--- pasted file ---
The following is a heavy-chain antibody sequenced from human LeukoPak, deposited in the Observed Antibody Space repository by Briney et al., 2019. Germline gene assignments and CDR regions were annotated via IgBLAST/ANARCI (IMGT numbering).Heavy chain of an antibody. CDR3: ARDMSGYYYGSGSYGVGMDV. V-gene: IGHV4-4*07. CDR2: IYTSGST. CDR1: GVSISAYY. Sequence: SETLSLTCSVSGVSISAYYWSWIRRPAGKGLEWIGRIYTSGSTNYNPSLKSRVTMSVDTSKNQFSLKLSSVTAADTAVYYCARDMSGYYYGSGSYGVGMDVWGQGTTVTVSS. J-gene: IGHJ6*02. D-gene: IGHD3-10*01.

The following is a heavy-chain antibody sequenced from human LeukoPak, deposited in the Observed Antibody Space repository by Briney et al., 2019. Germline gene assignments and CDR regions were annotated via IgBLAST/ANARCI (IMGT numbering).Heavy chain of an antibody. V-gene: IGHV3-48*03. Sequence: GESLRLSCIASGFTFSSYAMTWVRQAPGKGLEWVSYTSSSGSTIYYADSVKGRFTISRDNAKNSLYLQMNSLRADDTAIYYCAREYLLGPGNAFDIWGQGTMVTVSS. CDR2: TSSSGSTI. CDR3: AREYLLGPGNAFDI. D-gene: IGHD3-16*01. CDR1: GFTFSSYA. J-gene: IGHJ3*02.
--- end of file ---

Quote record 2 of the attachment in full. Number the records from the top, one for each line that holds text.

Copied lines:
The following is a heavy-chain antibody sequenced from human LeukoPak, deposited in the Observed Antibody Space repository by Briney et al., 2019. Germline gene assignments and CDR regions were annotated via IgBLAST/ANARCI (IMGT numbering).Heavy chain of an antibody. V-gene: IGHV3-48*03. Sequence: GESLRLSCIASGFTFSSYAMTWVRQAPGKGLEWVSYTSSSGSTIYYADSVKGRFTISRDNAKNSLYLQMNSLRADDTAIYYCAREYLLGPGNAFDIWGQGTMVTVSS. CDR2: TSSSGSTI. CDR3: AREYLLGPGNAFDI. D-gene: IGHD3-16*01. CDR1: GFTFSSYA. J-gene: IGHJ3*02.